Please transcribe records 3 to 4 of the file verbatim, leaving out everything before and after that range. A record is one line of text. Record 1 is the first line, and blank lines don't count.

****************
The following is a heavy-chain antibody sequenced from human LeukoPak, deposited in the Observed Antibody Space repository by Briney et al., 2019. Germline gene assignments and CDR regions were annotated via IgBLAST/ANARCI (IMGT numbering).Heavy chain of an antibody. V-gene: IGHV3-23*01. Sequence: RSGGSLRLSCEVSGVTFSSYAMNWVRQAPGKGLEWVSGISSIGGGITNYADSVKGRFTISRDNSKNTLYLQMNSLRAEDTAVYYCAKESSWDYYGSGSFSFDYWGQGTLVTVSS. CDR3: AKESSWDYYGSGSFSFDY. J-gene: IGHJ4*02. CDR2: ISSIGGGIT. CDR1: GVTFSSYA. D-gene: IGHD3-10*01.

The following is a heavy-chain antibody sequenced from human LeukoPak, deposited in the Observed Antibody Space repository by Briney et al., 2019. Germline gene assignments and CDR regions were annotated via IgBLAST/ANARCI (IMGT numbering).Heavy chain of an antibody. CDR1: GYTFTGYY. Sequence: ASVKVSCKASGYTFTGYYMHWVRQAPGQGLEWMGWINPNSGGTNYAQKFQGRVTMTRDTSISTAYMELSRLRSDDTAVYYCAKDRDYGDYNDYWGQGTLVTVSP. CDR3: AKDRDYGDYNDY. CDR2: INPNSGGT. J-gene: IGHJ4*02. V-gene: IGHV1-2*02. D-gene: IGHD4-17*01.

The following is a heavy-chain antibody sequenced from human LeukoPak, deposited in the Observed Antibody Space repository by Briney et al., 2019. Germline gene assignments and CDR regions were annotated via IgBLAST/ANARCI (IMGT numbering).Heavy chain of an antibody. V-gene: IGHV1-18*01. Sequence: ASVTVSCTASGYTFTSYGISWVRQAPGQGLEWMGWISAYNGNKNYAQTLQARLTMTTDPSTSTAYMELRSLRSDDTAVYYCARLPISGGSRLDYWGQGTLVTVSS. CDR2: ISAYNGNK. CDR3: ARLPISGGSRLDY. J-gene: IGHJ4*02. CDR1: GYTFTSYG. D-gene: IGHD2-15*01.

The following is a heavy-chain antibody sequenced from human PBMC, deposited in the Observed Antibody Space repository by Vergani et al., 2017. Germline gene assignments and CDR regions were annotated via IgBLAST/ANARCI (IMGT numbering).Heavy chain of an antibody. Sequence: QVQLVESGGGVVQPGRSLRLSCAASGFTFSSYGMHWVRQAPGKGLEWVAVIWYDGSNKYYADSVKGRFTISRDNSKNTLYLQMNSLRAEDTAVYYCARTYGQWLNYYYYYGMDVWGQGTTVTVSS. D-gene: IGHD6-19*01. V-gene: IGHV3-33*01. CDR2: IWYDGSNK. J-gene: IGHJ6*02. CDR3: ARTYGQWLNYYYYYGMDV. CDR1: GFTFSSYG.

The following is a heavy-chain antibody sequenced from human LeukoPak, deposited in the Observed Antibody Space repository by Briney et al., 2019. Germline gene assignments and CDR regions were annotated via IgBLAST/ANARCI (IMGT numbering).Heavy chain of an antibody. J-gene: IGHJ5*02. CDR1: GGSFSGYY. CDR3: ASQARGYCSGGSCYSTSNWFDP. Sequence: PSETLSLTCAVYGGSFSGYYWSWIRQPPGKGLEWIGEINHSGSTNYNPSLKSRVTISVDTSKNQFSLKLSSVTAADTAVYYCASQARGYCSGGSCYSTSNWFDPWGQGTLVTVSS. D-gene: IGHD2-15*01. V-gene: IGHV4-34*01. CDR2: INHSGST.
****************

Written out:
The following is a heavy-chain antibody sequenced from human LeukoPak, deposited in the Observed Antibody Space repository by Briney et al., 2019. Germline gene assignments and CDR regions were annotated via IgBLAST/ANARCI (IMGT numbering).Heavy chain of an antibody. V-gene: IGHV1-18*01. Sequence: ASVTVSCTASGYTFTSYGISWVRQAPGQGLEWMGWISAYNGNKNYAQTLQARLTMTTDPSTSTAYMELRSLRSDDTAVYYCARLPISGGSRLDYWGQGTLVTVSS. CDR2: ISAYNGNK. CDR3: ARLPISGGSRLDY. J-gene: IGHJ4*02. CDR1: GYTFTSYG. D-gene: IGHD2-15*01.

The following is a heavy-chain antibody sequenced from human PBMC, deposited in the Observed Antibody Space repository by Vergani et al., 2017. Germline gene assignments and CDR regions were annotated via IgBLAST/ANARCI (IMGT numbering).Heavy chain of an antibody. Sequence: QVQLVESGGGVVQPGRSLRLSCAASGFTFSSYGMHWVRQAPGKGLEWVAVIWYDGSNKYYADSVKGRFTISRDNSKNTLYLQMNSLRAEDTAVYYCARTYGQWLNYYYYYGMDVWGQGTTVTVSS. D-gene: IGHD6-19*01. V-gene: IGHV3-33*01. CDR2: IWYDGSNK. J-gene: IGHJ6*02. CDR3: ARTYGQWLNYYYYYGMDV. CDR1: GFTFSSYG.